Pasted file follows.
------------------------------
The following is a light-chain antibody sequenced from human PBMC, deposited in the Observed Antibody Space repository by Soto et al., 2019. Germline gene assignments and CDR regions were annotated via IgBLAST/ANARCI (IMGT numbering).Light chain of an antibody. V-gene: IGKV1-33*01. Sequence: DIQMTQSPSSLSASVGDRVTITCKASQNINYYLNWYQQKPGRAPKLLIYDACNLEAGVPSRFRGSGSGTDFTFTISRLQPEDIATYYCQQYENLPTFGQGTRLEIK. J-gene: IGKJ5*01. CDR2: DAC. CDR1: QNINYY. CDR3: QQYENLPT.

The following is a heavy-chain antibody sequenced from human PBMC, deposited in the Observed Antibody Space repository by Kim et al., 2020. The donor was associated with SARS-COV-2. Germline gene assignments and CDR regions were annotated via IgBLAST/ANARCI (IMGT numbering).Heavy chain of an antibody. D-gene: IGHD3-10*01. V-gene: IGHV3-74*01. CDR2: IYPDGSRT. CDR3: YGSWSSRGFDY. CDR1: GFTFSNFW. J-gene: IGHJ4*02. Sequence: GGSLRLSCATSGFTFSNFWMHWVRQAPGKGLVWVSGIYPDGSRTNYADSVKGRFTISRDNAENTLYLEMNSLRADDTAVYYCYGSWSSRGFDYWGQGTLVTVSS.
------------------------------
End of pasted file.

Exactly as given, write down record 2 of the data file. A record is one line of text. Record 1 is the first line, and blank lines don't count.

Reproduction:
The following is a heavy-chain antibody sequenced from human PBMC, deposited in the Observed Antibody Space repository by Kim et al., 2020. The donor was associated with SARS-COV-2. Germline gene assignments and CDR regions were annotated via IgBLAST/ANARCI (IMGT numbering).Heavy chain of an antibody. D-gene: IGHD3-10*01. V-gene: IGHV3-74*01. CDR2: IYPDGSRT. CDR3: YGSWSSRGFDY. CDR1: GFTFSNFW. J-gene: IGHJ4*02. Sequence: GGSLRLSCATSGFTFSNFWMHWVRQAPGKGLVWVSGIYPDGSRTNYADSVKGRFTISRDNAENTLYLEMNSLRADDTAVYYCYGSWSSRGFDYWGQGTLVTVSS.